Another example:
            He's also talking about Wireless devices. What if you want to allow only certain traffic from the wireless users in comparison to the fixed workstations? You can create ACL's based on VLANs.
            http://www.cisco.com/en/US/docs/swit...c_vlanacls.pdf

            I'm not saying there are other methods (I know them most if not all ) but the "fear" of VLANs is just inaccurate. It can even simplify (yes it really can do) the network. Just by network troubleshooting it helps if you can map traffic flows based on VLANs.
            Secondly, without knowing his requirements, except he just want 5 DHCP Class C scopes you can also say that none of the solutions are applicable.

            So No I completely disagree with you guys. VLANs is just a viable option as creating large DHCP scopes. Since Tom already mentioned larger DHCP scopes, you tell me what is wrong with an other viable solution.
            Don't just think Microsoft. There's more then Microsoft out there

            And Tom: "must use every applicable technology" is just a piece of crap comment. You should know better then that.
            It doesn't hold any material to discuss or something to support this statement.
            Last edited by Dumber; 10th April 2013, 21:22.
            Marcel
            Technical Consultant
            Netherlands
            http://www.phetios.com
            http://blog.nessus.nl

            MCITP(EA, SA), MCSA/E 2003:Security, CCNA, SNAF, DCUCI, CCSA/E/E+ (R60), VCP4/5, NCDA, NCIE - SAN, NCIE - BR, EMCPE
            "No matter how secure, there is always the human factor."

            "Enjoy life today, tomorrow may never come."
            "If you're going through hell, keep going. ~Winston Churchill"

            Comment


            • #7
              Re: Running Out Of Scope

              Regretfully, leaving everything wide open inside your system, these days, is asking for major problems if only 1 person has an infection or compromise, or actively seeks to damage your system. With VLANs dividing traffic, you can at least limit the damage, and more actively control who has access to what.

              This idea is called the 'Principle of Least Priviledge'. Any security-based guidance, just about anywhere, describes this, because the weakest link in any IT system is most often an internal employee/user. As long as your people are happy, you've got nothing to worry about. But it only takes a single angry soul to really screw things up for everyone in a fit of pique, or at least ruin everyone's day by accidentally bringing the system down. It sounds extreme, but that's what wide-open architecture allows, as painfull as it may be to hear.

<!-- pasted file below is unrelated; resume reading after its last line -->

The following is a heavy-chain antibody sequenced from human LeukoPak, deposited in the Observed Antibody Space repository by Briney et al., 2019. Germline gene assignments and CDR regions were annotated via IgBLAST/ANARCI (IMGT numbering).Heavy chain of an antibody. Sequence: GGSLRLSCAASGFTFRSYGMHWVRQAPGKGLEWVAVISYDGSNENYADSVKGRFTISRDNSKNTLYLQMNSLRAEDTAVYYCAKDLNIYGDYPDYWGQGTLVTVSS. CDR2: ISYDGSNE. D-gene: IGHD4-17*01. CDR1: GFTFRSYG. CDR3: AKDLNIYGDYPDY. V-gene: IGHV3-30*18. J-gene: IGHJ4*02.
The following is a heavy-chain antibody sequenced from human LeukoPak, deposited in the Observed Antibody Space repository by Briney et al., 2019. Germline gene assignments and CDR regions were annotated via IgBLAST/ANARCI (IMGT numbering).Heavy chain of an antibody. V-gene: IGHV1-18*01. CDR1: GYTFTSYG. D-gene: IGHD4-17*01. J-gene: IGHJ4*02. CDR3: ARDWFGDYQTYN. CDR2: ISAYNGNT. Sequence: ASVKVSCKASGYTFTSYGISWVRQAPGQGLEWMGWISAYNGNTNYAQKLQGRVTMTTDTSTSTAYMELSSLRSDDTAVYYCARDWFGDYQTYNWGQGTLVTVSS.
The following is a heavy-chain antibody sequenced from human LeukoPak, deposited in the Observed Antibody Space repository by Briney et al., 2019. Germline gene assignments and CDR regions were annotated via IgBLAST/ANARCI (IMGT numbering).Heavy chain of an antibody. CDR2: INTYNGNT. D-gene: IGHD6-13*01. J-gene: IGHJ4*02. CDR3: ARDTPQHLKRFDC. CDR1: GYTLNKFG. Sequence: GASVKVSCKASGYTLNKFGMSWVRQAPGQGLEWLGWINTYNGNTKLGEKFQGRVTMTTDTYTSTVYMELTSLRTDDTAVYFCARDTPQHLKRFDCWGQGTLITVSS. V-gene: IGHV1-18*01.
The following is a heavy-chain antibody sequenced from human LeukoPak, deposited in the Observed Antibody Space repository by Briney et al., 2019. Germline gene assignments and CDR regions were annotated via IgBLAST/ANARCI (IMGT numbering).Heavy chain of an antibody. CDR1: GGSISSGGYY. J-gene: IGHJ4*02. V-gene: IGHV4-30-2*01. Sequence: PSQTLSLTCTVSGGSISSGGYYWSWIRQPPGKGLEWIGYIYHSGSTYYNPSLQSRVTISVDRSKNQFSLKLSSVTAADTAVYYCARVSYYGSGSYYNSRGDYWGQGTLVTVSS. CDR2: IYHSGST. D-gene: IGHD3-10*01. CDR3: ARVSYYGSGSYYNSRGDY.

Your call, but can your company afford the downtime/repair time?
              *RicklesP*
              MSCA (2003/XP), Security+, CCNA

              ** Remember: credit where credit is due, and reputation points as appropriate **

              Comment


              • #8
                Re: Running Out Of Scope

                Marcel,
                I was not criticising you, but we have both seen posts here where people have jumped onto a bandwagon "because its there", and quite often regardless of actual need. At present the OP has < 254 devices (admittedly I do not know how fast their LAN is growing) so it seems that slightly expanding the current scope is the simplest option (Least Administrative Effort in MS terms). I don't think anyone mentioned a "fear" of VLANs.

                Lets keep this to helping the OP for now -- I can see some interesting (but definitely separate) discussions elsewhere in the future
                Tom Jones
                MCT, MCSE (2000:Security & 2003), MCSA:Security & Messaging, MCDBA, MCDST, MCITP(EA, EMA, SA, EDA, ES, CS), MCTS, MCP, Sec+
                PhD, MSc, FIAP, MIITT
                IT Trainer / Consultant
                Ossian Ltd
                Scotland

                ** Remember to give credit where credit is due and leave reputation points where appropriate **

                Comment